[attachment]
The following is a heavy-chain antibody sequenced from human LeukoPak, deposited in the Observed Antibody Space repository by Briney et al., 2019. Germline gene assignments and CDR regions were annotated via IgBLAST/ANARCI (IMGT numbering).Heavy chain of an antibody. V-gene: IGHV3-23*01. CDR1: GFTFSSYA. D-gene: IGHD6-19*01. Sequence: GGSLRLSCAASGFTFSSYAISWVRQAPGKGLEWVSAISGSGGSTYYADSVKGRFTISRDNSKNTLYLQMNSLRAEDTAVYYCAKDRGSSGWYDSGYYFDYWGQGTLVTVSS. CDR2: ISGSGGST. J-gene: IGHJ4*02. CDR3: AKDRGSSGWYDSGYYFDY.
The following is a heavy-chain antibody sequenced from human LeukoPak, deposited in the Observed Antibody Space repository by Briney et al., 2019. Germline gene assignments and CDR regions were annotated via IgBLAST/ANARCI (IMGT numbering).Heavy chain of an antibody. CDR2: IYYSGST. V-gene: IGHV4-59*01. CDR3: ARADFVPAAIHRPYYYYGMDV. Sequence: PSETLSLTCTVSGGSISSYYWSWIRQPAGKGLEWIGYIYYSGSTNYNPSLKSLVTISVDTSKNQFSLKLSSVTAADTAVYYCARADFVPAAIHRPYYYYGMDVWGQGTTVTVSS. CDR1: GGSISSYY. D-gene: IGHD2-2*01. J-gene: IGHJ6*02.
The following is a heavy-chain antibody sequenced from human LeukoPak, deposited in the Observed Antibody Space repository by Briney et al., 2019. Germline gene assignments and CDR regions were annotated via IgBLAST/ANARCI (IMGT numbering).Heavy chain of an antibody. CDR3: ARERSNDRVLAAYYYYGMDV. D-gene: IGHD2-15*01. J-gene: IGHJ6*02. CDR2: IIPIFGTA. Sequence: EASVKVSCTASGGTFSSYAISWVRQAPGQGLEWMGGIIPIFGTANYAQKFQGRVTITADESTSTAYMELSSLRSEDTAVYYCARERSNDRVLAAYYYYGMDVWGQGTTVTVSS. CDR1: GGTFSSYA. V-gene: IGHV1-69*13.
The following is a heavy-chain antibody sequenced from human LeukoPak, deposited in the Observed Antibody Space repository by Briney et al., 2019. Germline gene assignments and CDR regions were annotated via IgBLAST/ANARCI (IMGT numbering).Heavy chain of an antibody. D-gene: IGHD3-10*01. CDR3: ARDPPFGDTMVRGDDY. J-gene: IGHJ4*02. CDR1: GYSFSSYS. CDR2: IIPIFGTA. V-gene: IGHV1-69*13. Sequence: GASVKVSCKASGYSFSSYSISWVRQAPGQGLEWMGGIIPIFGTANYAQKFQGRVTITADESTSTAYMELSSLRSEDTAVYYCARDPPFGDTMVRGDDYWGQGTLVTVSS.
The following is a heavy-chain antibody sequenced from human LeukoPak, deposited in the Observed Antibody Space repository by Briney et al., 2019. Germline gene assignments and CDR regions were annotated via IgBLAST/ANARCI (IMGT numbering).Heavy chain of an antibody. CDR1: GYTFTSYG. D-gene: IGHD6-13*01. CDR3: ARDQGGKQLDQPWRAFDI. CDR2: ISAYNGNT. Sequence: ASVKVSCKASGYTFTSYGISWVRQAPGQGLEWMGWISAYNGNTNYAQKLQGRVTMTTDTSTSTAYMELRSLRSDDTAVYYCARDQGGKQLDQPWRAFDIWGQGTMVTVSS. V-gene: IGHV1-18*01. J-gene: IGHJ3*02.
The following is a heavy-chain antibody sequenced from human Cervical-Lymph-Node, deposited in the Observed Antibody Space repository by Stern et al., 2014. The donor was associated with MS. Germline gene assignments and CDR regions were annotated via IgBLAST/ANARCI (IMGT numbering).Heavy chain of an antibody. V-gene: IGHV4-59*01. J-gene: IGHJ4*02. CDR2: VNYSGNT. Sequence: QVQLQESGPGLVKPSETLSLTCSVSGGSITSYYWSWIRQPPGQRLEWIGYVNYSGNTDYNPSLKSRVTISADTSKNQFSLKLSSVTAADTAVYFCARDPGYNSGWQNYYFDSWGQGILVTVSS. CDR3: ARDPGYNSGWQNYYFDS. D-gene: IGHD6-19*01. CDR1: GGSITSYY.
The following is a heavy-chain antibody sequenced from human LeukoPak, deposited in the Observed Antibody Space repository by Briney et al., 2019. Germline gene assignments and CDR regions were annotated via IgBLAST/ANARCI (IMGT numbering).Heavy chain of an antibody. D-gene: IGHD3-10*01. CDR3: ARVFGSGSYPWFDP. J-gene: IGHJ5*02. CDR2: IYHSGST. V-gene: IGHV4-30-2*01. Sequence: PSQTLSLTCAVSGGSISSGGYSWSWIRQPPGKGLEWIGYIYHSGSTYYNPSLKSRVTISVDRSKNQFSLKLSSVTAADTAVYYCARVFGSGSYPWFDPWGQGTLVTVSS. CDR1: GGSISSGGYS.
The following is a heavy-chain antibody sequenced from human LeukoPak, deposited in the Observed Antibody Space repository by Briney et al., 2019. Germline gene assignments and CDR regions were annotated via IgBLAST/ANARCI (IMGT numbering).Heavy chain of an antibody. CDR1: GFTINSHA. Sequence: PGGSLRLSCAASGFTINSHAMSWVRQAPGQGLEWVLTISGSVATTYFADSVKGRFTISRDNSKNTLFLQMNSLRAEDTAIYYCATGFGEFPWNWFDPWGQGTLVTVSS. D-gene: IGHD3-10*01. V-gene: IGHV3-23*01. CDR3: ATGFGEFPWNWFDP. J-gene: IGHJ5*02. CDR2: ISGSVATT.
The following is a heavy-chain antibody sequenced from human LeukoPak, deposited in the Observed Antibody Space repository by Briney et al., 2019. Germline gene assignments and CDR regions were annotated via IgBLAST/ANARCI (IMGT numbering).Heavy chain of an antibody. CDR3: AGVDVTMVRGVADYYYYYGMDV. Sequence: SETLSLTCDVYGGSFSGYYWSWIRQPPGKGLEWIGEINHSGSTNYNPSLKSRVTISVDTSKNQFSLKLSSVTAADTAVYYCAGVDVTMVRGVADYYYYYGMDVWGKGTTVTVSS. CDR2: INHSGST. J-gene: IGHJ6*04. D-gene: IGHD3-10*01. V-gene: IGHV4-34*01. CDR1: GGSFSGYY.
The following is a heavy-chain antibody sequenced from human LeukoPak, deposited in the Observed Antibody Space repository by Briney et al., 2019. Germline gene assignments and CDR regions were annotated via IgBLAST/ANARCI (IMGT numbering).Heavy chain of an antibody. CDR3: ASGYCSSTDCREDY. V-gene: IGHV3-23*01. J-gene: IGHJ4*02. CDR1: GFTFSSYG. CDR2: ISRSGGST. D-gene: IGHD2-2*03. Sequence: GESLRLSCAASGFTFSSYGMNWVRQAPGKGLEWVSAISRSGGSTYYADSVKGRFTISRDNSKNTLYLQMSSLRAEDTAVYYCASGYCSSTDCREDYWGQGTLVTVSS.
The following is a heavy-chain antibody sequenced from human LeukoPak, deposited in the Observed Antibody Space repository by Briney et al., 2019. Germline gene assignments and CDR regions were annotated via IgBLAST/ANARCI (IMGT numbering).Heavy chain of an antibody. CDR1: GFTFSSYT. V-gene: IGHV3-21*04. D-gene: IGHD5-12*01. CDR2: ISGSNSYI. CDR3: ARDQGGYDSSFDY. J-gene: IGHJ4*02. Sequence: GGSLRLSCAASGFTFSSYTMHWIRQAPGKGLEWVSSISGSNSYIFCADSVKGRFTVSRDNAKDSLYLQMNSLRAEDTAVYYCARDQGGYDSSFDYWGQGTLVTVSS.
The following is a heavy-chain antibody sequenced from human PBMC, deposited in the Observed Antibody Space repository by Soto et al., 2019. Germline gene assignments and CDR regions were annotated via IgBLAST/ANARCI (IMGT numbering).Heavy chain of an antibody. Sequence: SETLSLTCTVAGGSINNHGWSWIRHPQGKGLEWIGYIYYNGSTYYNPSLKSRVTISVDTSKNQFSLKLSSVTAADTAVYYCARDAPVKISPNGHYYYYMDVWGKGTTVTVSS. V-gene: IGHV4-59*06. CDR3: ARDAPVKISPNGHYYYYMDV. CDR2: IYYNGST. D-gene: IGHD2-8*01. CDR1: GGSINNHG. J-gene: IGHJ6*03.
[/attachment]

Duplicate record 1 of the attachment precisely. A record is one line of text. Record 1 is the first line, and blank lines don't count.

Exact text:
The following is a heavy-chain antibody sequenced from human LeukoPak, deposited in the Observed Antibody Space repository by Briney et al., 2019. Germline gene assignments and CDR regions were annotated via IgBLAST/ANARCI (IMGT numbering).Heavy chain of an antibody. V-gene: IGHV3-23*01. CDR1: GFTFSSYA. D-gene: IGHD6-19*01. Sequence: GGSLRLSCAASGFTFSSYAISWVRQAPGKGLEWVSAISGSGGSTYYADSVKGRFTISRDNSKNTLYLQMNSLRAEDTAVYYCAKDRGSSGWYDSGYYFDYWGQGTLVTVSS. CDR2: ISGSGGST. J-gene: IGHJ4*02. CDR3: AKDRGSSGWYDSGYYFDY.